Religious liberty groups have grave concerns after they learned the Pentagon is vetting its guide on religious tolerance with a group that compared Christian evangelism to “rape” and advocated that military personnel who proselytize should be court martialed.
The Military Religious Freedom Foundation is calling on the Air Force to enforce a regulation that they believe calls for the court martial of any service member caught proselytizing.
President Mikey Weinstein and others from his organization met privately with Pentagon officials on April 23. He said U.S. troops who proselytize are guilty of sedition and treason and should be punished – by the hundreds if necessary – to stave off what he called a “tidal wave of fundamentalists.”
“Someone needs to be punished for this,” Weinstein told Fox News. “Until the Air Force or Army or Navy or Marine Corps punishes a member of the military for unconstitutional religious proselytizing and oppression, we will never have the ability to stop this horrible, horrendous, dehumanizing behavior.”
Tony Perkins, president of the Family Research Council, told Fox News he was stunned that the Pentagon would be taking counsel and advice from the Military Religious Freedom Foundation.
“Why would military leadership be meeting with one of the most rabid atheists in America to discuss religious freedom in the military,” Perkins said. “That’s like consulting with China on how to improve human rights.”
The FRC has launched a petition drive urging Defense Sec. Chuck Hagel to protect the religious freedom of troops “and not to proceed with the purge of religion within the ranks called for by anti-Christian activists.”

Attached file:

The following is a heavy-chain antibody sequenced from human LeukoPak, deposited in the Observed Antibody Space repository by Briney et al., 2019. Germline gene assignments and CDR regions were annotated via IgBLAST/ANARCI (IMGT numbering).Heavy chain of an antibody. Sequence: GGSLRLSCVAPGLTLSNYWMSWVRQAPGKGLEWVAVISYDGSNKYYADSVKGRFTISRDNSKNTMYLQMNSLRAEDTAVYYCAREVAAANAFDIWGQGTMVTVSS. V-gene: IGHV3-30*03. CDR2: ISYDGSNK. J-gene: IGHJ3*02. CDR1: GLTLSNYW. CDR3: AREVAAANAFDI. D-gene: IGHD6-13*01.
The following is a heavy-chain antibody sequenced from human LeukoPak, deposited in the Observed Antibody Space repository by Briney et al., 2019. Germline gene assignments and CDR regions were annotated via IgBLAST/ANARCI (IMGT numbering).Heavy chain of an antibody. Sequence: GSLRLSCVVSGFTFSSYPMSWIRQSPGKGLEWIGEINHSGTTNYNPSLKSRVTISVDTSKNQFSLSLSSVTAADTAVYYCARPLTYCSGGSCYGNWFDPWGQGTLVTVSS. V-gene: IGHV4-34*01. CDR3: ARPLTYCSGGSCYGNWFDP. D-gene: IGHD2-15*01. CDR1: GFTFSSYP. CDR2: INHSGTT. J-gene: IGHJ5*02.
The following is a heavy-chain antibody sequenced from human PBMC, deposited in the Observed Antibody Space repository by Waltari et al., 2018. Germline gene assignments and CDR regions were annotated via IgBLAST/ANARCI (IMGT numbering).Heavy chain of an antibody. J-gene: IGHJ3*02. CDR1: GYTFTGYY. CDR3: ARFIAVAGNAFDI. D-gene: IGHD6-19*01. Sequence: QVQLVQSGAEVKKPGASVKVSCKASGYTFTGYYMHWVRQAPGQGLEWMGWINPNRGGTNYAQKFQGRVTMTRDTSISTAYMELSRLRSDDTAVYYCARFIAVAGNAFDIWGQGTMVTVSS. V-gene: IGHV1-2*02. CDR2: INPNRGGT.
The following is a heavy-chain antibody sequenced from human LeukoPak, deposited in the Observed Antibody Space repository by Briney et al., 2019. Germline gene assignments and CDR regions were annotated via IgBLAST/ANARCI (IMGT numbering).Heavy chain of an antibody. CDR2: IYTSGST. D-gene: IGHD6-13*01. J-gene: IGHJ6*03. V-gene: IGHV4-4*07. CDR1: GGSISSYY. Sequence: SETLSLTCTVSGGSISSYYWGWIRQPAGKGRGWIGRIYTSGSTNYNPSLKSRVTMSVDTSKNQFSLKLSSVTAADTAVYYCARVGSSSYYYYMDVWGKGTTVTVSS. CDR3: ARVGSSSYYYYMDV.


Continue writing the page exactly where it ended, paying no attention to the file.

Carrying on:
Pentagon officials met with Weinstein and his group to discuss a policy called “Air Force Culture, Air Force Standards,” published on Aug. 7, 2012.
Section 2.11 requires “government neutrality regarding religion.”
“Leaders at all levels must balance constitutional protections for an individual’s free exercise of religion or other personal beliefs and the constitutional prohibition against governmental establishment of religion,” the regulation states.
Military leaders were admonished not to use their position to “promote their personal religious beliefs to their subordinates or to extend preferential treatment for any religion.”
Weinstein said it’s time for the Air Force to enforce the regulation – with zeal.
“If a member of the military is proselytizing in a manner that violates the law, well then of course they can be prosecuted,” he said. “We would love to see hundreds of prosecutions to stop this outrage of fundamentalist religious persecution.”